Final Public Oral Exam: Morgan Jean Robinson
An Uncommon Standard: A Social and Intellectual History of Swahili, 1864-1925
What follows is a social and intellectual history of Standard Swahili, focusing on the process of knowledge production that created the modern language. Swahili is a language at once local and global, spontaneous and constructed, spoken and written; today, nearly 100 million people speak it. I use the story of the Universities' Mission to Central Africa (UMCA) as the scaffolding with which to build the history of the early codification and dissemination of Standard Swahili. My work reveals a group of rarely-acknowledged, yet centrally important, participants in this process: the former-slave students of the UMCA. After having been caught up in the East African slave trade, these students became the mission's greatest force of teachers and evangelists, using pedagogical and biblical works printed by the mission. They shared a written standard of Swahili that framed their communication with one another and with potential converts, shaping and then disseminating written Swahili throughout eastern Africa, and thereby changing forever the social and linguistic landscape of the entire region. My project traces their movement along an extensive network that stretched from Zanzibar, to east-central Africa, and even on to England.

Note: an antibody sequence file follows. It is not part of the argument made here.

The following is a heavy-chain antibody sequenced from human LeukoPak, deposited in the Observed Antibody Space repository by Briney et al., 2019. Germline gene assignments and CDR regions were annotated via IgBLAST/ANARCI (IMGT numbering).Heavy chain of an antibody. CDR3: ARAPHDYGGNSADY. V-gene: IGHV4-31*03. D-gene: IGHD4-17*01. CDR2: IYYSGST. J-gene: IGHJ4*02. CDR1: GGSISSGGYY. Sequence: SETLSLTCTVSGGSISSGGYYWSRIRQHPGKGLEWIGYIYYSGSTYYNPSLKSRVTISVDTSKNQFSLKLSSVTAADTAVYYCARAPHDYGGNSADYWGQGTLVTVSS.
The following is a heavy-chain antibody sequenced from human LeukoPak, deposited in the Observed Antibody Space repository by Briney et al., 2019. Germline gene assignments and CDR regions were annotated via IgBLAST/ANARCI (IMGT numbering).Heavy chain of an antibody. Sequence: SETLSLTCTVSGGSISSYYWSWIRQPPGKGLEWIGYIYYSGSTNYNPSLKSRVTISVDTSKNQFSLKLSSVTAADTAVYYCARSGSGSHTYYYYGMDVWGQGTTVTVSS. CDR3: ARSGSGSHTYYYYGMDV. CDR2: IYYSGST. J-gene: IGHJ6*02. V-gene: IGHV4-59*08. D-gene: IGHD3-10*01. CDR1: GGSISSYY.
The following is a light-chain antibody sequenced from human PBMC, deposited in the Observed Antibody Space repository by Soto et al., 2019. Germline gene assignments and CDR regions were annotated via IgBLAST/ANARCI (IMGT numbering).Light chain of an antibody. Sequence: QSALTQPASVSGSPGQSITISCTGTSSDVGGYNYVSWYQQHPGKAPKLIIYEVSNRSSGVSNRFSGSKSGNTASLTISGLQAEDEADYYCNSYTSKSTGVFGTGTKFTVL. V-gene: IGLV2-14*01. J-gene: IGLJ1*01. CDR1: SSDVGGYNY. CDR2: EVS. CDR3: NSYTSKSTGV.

In 1925, the Swahili standard of the Universities' Mission was adopted as the administrative language of the British colonial state in eastern Africa. This is the moment when the conventional histories of Standard Swahili begin. But my research demonstrates that the story of Standard Swahili actually began in the 1860s, not in the 1920s, and that while its rise was shaped by missionary and colonial interventions, its form was constituted through the lived experiences of the adherents of the Universities' Mission in eastern Africa. Just a few decades later, Standard Swahili would be taken up by Tanganyikan nationalists and Tanzanian nation-builders, and eventually rise to become an emblem of the African continent both at home and abroad. With my research, I show that the work of the African adherents of the UMCA produced the direct linguistic forebear of the language as it is taught in classrooms around the world today.
A copy of the dissertation will be available for review two weeks before the exam in the History Graduate Student Lounge: 105 Dickinson Hall.
All are welcome and encouraged to attend.